“I married my wife there, but it’s not enough. I could have applied  for a green card, but didn’t. So that was definitely part of it,” noting he got turned away trying to cross the border.
“I had no funds, no stuff, no  job or home and had to move in with my sister and I had to couch surf,” he said.

“I couldn’t see my wife. I was playing in several bands down there. I had a life down there. My friends had to send me my stuff and I had to give away a piano I had down there because I didn’t know what else to do with it,” he said, noting that experience inspired him to write songs.

“I wrote more in that first year than I ever had before. I was inspired by that existential crisis and extreme depression. I wrote all the songs on my own and had to turn it in to something I thought people would want to listen to,” he said, adding it also lead to a stylistic change.

“When I was in Austin, I had just released an album of New Orleans inspired big band music. When I moved back I started using more drum machines and synthesizers, he said, adding it is also a far departure from the folk and country music he made with his popular duo with Brandy Zdan in Twilight Hotel.

“I still sing some of the songs I sang with them, but wouldn’t want to try to sing the songs Brandy sings. Nobody wants to hear that,” he chuckled, adding he hasn’t seen her for years.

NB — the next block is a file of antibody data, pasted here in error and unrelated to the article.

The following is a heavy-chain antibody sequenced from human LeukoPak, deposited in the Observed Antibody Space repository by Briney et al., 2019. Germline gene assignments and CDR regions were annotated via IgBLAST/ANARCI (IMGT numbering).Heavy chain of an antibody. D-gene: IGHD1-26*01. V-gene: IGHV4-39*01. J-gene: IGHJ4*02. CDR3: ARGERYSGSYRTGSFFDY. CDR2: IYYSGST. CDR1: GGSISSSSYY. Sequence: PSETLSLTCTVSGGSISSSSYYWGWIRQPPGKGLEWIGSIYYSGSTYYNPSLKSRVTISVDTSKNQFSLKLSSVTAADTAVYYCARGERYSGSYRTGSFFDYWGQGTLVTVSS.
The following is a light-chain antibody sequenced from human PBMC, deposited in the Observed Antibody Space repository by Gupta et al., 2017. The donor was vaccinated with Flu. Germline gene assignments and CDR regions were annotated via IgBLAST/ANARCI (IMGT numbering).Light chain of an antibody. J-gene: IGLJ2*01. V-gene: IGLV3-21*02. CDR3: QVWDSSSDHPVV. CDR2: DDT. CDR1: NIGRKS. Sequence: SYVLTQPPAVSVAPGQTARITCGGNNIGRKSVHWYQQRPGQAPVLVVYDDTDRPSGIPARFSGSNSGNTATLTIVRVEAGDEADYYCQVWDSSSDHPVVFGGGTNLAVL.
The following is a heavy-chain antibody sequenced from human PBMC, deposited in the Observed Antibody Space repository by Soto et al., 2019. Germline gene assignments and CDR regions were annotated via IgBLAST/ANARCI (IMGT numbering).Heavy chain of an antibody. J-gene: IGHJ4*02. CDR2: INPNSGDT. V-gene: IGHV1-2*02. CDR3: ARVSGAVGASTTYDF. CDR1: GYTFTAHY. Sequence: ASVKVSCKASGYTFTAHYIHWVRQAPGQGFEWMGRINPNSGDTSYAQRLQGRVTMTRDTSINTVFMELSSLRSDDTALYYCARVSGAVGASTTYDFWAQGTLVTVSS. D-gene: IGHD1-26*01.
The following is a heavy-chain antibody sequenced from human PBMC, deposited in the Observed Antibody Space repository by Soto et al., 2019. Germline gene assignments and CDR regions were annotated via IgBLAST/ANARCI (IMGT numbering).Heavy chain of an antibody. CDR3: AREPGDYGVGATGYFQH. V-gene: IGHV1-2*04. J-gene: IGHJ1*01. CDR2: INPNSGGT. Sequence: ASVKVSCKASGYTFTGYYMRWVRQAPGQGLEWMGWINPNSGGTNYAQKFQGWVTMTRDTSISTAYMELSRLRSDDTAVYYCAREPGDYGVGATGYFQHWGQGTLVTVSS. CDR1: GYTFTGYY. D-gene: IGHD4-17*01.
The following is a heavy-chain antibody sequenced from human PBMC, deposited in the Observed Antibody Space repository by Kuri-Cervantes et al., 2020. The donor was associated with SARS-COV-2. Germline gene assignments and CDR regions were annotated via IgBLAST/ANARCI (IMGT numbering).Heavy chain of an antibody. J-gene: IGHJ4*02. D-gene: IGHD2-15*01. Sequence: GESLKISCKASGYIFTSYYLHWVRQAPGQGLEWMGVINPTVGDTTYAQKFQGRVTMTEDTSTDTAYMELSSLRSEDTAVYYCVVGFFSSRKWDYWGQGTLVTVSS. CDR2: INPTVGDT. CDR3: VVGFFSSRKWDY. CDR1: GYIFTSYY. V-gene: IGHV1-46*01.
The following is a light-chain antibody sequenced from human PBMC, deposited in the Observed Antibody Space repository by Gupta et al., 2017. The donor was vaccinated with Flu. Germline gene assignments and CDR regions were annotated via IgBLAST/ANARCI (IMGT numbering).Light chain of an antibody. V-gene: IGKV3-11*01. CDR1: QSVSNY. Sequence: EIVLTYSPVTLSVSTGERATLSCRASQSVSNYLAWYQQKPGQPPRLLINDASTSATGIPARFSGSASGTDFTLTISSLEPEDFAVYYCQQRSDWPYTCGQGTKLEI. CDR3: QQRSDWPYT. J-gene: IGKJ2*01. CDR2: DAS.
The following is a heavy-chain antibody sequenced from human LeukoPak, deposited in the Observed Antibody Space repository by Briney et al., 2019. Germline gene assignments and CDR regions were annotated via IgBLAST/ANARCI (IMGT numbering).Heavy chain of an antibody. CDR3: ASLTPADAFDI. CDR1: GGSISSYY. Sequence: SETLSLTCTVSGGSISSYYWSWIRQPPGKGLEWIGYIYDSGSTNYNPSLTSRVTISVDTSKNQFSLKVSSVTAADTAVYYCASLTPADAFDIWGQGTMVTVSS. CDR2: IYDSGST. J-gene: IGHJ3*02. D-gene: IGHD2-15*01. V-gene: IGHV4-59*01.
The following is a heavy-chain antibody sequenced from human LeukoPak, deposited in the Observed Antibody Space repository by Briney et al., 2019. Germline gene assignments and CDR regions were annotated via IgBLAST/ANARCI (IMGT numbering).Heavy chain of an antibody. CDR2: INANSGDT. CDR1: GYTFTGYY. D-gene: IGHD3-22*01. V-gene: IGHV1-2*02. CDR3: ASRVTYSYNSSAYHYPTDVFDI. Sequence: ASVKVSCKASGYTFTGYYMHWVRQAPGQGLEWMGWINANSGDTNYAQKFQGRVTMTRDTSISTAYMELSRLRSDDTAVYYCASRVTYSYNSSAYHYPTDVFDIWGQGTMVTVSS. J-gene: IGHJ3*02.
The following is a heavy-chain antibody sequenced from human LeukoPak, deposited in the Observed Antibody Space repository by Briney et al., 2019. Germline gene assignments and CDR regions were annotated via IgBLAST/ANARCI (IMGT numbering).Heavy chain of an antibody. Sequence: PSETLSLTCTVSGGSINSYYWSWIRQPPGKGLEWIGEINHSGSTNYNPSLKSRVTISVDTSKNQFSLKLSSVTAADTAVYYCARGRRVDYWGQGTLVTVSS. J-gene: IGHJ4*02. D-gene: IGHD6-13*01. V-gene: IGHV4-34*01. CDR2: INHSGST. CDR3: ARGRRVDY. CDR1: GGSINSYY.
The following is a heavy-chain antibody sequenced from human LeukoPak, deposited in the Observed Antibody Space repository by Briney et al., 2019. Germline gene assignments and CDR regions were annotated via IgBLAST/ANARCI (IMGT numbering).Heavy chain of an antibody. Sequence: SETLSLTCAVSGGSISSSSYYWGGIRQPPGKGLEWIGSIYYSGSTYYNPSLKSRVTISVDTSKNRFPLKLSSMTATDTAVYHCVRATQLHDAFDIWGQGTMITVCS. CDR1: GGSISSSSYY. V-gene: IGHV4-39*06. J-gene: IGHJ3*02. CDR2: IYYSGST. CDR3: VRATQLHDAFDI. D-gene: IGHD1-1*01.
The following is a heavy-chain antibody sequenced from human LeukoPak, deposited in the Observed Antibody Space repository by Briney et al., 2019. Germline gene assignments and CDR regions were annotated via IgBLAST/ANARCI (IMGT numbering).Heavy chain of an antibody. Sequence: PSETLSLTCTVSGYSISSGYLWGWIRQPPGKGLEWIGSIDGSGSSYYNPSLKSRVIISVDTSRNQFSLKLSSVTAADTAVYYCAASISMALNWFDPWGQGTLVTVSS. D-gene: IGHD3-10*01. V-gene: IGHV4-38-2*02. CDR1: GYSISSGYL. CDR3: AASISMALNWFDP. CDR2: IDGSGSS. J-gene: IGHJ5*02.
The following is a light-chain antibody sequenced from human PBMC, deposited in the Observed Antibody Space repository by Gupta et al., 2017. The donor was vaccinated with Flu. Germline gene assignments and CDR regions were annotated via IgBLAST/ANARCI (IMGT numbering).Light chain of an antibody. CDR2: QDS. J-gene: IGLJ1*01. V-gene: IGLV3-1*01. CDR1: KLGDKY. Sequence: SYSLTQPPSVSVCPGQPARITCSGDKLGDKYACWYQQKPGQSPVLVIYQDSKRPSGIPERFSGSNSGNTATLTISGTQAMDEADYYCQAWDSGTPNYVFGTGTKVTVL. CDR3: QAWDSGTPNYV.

Last Updated ( Tuesday, 17 April 2018 09:04 ) Read more...

Ten Minute Detour blends ’80s pop with modern rock

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 I didn’t get to a lot of shows this week, but was glad I made it to the Slice for Calgary’s  10 Minute Detour, Saturday, March 31. With the addition of a keyboardist/guitarist  to the core of frontman Andrew Shier, bassist Mike Stokes  guitarist Jordan MacNeil and drummer Ross Watson.

Andrew Shier of Ten Minute Detour at the Slice, March 31. Photo by Richard Amery
They were a fascinating contrast of styles  ’80s to ’ 08 ranging from ’80- pop and Can Con along the lines of Harlequin and Streetheart, especially vocally,  to more modern garage rock influences along the lines of  the Strokes and The Hives. They sounded like Harlequin meets the Strokes with a touch of Cage the Elephant.

 The band  played most of their two CD “Lay It Down” and their latest “Common Pleasure, added some new songs and some genuinely beautiful ’80s moments.